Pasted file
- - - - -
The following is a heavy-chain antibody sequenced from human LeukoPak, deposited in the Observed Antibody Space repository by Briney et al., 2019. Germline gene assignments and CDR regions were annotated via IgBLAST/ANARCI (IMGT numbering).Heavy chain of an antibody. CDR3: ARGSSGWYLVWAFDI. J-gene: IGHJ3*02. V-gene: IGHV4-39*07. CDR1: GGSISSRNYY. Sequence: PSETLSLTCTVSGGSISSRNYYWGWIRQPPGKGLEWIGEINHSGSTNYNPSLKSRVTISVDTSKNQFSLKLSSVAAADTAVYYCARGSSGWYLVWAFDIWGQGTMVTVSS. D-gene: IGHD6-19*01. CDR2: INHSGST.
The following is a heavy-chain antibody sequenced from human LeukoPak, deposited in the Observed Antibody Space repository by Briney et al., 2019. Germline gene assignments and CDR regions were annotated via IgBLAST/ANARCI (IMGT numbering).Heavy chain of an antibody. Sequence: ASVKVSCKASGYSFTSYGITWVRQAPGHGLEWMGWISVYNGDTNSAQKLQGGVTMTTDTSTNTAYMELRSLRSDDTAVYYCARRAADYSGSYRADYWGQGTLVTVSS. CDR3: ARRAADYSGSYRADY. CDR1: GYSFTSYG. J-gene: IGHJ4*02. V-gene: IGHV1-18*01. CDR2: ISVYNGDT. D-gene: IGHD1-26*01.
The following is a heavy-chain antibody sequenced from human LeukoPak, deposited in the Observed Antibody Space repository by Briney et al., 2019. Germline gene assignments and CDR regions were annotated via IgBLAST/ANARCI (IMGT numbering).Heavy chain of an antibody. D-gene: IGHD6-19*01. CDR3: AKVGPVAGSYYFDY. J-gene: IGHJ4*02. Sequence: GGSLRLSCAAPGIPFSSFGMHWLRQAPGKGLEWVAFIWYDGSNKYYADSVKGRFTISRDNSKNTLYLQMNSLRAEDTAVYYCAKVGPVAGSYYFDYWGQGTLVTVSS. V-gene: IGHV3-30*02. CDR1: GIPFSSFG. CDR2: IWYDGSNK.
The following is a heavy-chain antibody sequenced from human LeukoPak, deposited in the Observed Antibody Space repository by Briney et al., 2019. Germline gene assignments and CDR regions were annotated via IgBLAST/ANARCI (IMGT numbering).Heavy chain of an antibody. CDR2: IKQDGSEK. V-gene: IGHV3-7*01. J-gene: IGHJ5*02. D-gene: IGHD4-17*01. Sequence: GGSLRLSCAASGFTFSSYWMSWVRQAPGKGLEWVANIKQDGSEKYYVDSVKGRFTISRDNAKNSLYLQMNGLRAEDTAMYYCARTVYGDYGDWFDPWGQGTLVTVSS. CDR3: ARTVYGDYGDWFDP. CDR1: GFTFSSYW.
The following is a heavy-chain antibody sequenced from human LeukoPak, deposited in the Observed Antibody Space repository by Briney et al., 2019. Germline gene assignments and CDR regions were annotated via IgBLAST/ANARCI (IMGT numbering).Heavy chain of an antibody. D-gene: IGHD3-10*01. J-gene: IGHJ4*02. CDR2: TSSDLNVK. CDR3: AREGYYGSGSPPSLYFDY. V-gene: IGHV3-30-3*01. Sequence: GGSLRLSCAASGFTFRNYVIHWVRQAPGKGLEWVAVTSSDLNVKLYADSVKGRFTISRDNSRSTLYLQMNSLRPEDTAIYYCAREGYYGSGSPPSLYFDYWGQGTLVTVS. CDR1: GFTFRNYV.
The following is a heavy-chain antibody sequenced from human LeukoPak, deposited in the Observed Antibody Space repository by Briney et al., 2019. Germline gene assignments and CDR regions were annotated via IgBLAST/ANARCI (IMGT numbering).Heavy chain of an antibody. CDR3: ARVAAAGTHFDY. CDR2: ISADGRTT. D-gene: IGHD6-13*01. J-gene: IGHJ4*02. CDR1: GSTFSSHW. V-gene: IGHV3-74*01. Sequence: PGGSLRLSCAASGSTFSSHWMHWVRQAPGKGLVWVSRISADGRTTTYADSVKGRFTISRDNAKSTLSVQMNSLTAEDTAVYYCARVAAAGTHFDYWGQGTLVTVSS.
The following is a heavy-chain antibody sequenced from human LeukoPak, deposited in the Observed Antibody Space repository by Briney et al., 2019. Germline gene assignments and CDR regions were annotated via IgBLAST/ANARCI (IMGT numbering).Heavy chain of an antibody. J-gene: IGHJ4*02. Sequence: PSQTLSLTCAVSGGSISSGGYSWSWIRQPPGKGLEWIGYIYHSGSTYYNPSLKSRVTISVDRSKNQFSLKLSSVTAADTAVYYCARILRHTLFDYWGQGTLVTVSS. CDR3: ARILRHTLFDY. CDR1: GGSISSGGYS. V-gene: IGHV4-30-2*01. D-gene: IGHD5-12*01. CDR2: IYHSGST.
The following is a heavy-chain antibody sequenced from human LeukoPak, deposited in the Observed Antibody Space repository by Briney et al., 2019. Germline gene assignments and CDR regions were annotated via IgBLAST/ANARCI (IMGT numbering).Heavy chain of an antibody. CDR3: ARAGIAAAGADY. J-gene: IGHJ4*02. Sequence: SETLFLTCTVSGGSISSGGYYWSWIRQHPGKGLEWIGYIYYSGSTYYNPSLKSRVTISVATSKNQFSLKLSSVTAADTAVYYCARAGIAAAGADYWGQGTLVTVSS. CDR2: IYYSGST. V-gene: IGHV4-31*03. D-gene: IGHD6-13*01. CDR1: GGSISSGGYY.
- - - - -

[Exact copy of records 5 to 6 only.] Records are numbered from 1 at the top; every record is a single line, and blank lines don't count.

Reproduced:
The following is a heavy-chain antibody sequenced from human LeukoPak, deposited in the Observed Antibody Space repository by Briney et al., 2019. Germline gene assignments and CDR regions were annotated via IgBLAST/ANARCI (IMGT numbering).Heavy chain of an antibody. D-gene: IGHD3-10*01. J-gene: IGHJ4*02. CDR2: TSSDLNVK. CDR3: AREGYYGSGSPPSLYFDY. V-gene: IGHV3-30-3*01. Sequence: GGSLRLSCAASGFTFRNYVIHWVRQAPGKGLEWVAVTSSDLNVKLYADSVKGRFTISRDNSRSTLYLQMNSLRPEDTAIYYCAREGYYGSGSPPSLYFDYWGQGTLVTVS. CDR1: GFTFRNYV.
The following is a heavy-chain antibody sequenced from human LeukoPak, deposited in the Observed Antibody Space repository by Briney et al., 2019. Germline gene assignments and CDR regions were annotated via IgBLAST/ANARCI (IMGT numbering).Heavy chain of an antibody. CDR3: ARVAAAGTHFDY. CDR2: ISADGRTT. D-gene: IGHD6-13*01. J-gene: IGHJ4*02. CDR1: GSTFSSHW. V-gene: IGHV3-74*01. Sequence: PGGSLRLSCAASGSTFSSHWMHWVRQAPGKGLVWVSRISADGRTTTYADSVKGRFTISRDNAKSTLSVQMNSLTAEDTAVYYCARVAAAGTHFDYWGQGTLVTVSS.